As an Italian-American I'm allowed to say it: Italians are an amusing mess.
They go on about "la dolce vita," the sweet life of long lunches and short
work days and pretty girls on little scooters - without acknowledging or apparently
even realizing that the whole show is based on other people's money.
Take away the credit card and they, addicts forced to go cold turkey, descend
into existential confusion. Which brings us to today's national election.
Held as the euro crisis seemed to be abating - thanks to trillions of new
euros from the European Central Bank - the contestants were: the technocrat
ex-premier who was recently forced to resign for undisclosed reasons, the
media mogul and former premier whose creepy/criminal lifestyle nearly landed
him in jail last time around, a stand-up comic known for raunchy humor who
can't hold office due to a manslaughter conviction, and an ex-communist who
represents the workers and students most likely to stage the next general
A bad bunch, sure, but at the end of the day one of them will have the power
to at least try to address the country's problems, right? Nope, that's not
how bankrupt countries work, at least on the way down. (At the bottom they'll
give absolute power to a "strong leader" who promises to restore order, but
for now Italian voters, like their American counterparts, still cling to the
illusion that normal life can be restored with a few tweaks of the tax code
or short-term interest rates.)
Instead, my ancestral homeland got a hung jury:
faces political gridlock after crucial election
ROME (AP) -- The prospect of political paralysis hung over Italy on Monday
as partial official results in crucial elections showed an upstart protest
campaign led by a comedian making stunning inroads, and mainstream forces
of center-left and center-right wrestling for control of Parliament's two
The story of the election in the eurozone's third largest economy was shaping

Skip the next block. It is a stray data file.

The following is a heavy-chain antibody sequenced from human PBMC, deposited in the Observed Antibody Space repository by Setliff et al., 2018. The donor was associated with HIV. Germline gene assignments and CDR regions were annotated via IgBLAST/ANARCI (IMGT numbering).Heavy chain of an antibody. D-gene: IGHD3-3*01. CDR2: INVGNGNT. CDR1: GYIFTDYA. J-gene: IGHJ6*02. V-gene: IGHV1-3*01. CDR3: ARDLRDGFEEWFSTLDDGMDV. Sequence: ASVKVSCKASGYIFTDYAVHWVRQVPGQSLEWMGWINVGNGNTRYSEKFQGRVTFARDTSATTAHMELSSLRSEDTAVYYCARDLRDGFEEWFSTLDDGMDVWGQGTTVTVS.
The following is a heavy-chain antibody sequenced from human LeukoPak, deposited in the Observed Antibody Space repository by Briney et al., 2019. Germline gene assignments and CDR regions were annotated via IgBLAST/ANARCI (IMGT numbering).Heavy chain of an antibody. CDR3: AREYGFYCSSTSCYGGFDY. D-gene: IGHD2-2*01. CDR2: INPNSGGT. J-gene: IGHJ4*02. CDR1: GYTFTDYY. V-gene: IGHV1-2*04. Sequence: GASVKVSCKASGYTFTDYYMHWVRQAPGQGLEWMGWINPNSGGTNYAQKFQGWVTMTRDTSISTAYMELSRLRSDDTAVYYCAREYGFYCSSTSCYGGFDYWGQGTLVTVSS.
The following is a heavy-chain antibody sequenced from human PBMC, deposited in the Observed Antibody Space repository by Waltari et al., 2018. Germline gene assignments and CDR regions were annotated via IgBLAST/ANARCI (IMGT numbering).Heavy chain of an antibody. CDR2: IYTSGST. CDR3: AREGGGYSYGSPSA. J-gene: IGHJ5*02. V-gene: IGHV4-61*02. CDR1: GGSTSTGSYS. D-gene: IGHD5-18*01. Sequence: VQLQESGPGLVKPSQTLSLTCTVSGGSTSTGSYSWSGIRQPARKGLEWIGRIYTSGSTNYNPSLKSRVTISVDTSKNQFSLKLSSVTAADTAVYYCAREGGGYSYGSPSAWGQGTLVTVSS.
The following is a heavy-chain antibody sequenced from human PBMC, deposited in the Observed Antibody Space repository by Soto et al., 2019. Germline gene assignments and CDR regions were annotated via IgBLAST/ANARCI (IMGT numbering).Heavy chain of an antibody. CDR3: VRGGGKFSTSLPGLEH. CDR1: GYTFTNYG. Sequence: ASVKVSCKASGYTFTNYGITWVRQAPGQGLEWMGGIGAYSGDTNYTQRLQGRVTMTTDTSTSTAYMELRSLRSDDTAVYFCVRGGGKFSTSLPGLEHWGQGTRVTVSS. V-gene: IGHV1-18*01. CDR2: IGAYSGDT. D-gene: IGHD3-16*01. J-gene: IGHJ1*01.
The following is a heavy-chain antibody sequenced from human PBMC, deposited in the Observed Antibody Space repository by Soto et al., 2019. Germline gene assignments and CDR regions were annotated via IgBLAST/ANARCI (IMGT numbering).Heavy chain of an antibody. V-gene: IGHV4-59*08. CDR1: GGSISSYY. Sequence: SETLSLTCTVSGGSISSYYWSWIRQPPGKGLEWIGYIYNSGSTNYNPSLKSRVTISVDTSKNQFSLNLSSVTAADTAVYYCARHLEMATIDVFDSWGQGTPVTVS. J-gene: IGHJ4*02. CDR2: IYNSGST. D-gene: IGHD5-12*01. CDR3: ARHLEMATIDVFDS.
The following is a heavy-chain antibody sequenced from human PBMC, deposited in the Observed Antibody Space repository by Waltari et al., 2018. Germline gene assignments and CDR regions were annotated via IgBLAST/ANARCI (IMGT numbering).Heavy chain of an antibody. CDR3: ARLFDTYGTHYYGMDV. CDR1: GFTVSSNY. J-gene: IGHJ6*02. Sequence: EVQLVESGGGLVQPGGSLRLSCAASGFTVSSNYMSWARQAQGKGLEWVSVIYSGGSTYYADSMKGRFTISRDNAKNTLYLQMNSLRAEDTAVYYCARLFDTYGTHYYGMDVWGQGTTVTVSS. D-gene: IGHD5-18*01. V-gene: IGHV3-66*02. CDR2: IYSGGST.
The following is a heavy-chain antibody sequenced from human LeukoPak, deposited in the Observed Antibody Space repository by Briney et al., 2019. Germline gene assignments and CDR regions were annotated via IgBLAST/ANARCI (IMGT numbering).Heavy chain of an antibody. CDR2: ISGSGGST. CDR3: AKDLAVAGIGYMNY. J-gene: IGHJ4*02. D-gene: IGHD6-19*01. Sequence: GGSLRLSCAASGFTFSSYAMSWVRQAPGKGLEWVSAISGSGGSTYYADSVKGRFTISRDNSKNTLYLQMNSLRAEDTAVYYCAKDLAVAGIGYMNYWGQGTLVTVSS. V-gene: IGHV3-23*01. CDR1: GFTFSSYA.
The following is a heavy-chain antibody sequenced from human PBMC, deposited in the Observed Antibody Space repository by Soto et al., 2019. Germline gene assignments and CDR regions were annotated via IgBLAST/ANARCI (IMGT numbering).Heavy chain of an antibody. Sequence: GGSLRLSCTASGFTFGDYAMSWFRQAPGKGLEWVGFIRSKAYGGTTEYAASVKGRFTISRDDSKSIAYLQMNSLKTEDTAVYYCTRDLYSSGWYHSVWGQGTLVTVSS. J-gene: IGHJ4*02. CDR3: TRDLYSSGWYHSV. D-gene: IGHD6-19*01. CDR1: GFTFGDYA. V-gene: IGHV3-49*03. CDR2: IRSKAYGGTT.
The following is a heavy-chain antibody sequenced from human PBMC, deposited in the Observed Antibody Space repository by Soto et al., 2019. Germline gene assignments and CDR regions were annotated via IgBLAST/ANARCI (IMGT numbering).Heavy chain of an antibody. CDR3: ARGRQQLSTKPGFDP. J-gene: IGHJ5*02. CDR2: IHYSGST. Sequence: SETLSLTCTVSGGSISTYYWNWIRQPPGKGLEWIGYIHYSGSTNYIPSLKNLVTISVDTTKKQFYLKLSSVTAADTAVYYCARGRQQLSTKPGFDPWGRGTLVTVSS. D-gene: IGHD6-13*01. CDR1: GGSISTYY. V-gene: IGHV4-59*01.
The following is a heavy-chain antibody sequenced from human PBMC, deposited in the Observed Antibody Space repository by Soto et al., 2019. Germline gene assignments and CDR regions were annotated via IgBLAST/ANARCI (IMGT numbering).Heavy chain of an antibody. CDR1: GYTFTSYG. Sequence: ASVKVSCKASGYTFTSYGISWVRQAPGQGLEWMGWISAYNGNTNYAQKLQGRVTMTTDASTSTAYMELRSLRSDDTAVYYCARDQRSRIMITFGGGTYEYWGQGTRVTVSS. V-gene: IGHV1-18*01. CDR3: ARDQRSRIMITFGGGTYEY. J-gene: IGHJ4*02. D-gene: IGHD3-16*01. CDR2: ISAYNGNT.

up to be the astonishing vote haul of comic-turned-political leader Beppe
Grillo, whose 5 Star Movement has capitalized on a wave of voter disgust
with the ruling political class.
Another surprise has been the return as a political force of billionaire
media mogul Silvio Berlusconi, who was forced from the premiership at the
end of 2011 by Italy's debt crisis, and whose forces now had a strong chance
of capturing the Italian Senate. His main rival, the center-left Pier Luigi
Bersani, appeared headed toward victory in Parliament's lower house.
The unfolding murky result raised the possibility of new elections in the
coming months and bodes badly for the nation's efforts to pass the tough
reforms it needs to snuff out its economic crisis and reassure jittery
"This has never happened before," said James Walston, a political science
professor at American University of Rome. He predicted such a swirl of
political chaos that new elections may need to be called as soon as the
new legislature chooses the nation's next president this spring.
So nothing gets done, the debt continues to accumulate, and the financial
system shambles ever-closer to the cliff's edge.
Just to be clear, Italy isn't wallowing that much more deeply in denial than
France with its 75% marginal tax rate or the US with our monthly debt ceiling/fiscal
cliff soap operas. It's just the latest example of what happens when a country
goes broke but can't accept the fact - and is armed with a printing press
to maintain appearances beyond what would be possible in a sound money world.
In the meantime, this isn't just a local story. Italy is the third biggest
country in the eurozone and it owes German and French banks a ton of money.
Chaos there is chaos everywhere. See the next chart, which tracks the Dow
Jones Industrial Average as the Italian results came in towards the end of
the trading day.